Louisiana's Famous Desserts

Sink a sweet tooth into these classic desserts straight from the Bayou State.


You have to try the beignets at Cafe DuMonde.


King Cake is just one of Louisiana's famous desserts.


Sweet and sugary pecan pralines.

Bananas Foster

Bananas Foster is a New Orleans classic.

Cream Cheese Chocolate Chip Bread Pudding from the Little Big Cup in Arnaudville Louisiana

Savor bites of bread pudding topped with a decadent, bourbon-based sauce.

Cool off with a snoball.

Cream Cheese Chocolate Chip Bread Pudding from the Little Big Cup in Arnaudville Louisiana

Warm Pies at Lea's.

Chantilly Cake
Bywater Bakery

Get a taste of this New Orleans' original: the Chantilly Cake!

When it comes to food, Louisiana does not mess around! And this includes desserts. After a decadent meal, try one of these Louisiana sweet treats. Or be a rebel and eat dessert first - we don't care just as long as you are having a good time!

Bananas Foster

One of New Orleans’ quintessential sweets originated with one of its most famous families. Owen Brennan, first came up with the dessert in the 1950s. Made with rum, banana liqueur and cinnamon, the flambéed dish is synonymous with New Orleans breakfast desserts. Taste the original at Brennan’s Restaurant in the French Quarter.


Louisiana is so proud of this sweet pastry that in 1986 the legislature voted the beignet the official state donut. A simple treat made of a square piece of fried dough, the beignet has long been jump-starting French Quarter workers who head to Café Du Monde for an order of three and a side of café au lait. Beignets there and at nearby Café Beignet are served with ample sprinklings of powdered sugar, though you’ll also find savory beignets at Creole restaurants in New Orleans. Outside the Crescent City, satisfy your beignet cravings at Marilynn’s Place in Shreveport, and at Coffee Call in Baton Rouge.

Bread Pudding

Sink your spoon into warm, gooey goodness! A mainstay of Louisiana's dessert cuisine, bread pudding has a humble beginning. The dessert was originally a unique way to use older bread so that it didn't go to waste. The bread is soaked in milk, eggs and sugar, then baked and often topped with a bourbon-based sauce. Each chef adds their own spin to the dessert, with some adding banana, chocolate, nuts and more. Try a bite of this staple at Commander's Palace in New Orleans or Little Big Cup in Arnaudville.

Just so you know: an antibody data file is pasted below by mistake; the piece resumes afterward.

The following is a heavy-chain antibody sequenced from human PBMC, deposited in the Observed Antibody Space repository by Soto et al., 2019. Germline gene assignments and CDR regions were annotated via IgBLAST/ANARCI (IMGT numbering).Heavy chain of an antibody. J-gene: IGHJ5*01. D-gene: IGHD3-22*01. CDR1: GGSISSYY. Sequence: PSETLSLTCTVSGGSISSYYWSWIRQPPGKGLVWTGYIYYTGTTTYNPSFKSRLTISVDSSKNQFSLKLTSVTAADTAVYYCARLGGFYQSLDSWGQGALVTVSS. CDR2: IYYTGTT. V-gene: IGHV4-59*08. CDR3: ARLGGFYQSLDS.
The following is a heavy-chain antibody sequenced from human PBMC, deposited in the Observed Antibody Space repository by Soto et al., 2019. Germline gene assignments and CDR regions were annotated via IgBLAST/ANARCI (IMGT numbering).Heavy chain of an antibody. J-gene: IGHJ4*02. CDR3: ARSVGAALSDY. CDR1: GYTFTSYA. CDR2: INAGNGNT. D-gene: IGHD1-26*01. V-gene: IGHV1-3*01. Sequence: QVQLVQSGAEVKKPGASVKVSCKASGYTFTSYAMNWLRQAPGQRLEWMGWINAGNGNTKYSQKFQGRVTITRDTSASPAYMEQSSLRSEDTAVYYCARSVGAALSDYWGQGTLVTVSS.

Chantilly Cake

Did you know that this popular dessert originated in New Orleans? The cake was created by baker Chaya Conrad who worked at Whole Foods at the time. Now a staple of the city, find the original in Louisiana! The cake consists of layers of vanilla cake, layered with decadent whipped frosting and topped with seasonal berries. Order a cake for yourself at Bywater Bakery in New Orleans, owned by Conrad herself.


Doberge is a popular cake that originated in New Orleans. The story goes, back in the 1930s, local baker Beulah Ledner adapted both the name and the cake from the Hungarian dobos torta - a much heavier layered cake filled with buttercream. In order to make a lighter cake, the buttercream was replaced with custard. Traditionally, a doberge cake is comprised of six to eight layers of white or yellow cake with chocolate or lemon pudding, custard, curd or ganache filling and poured fondant – but can be found in a variety of fun flavors. Get a taste at Debbie Does Doberge in New Orleans, Maurice French Pastries in Metairie or Joe Gambino’s Bakery in Baton Rouge.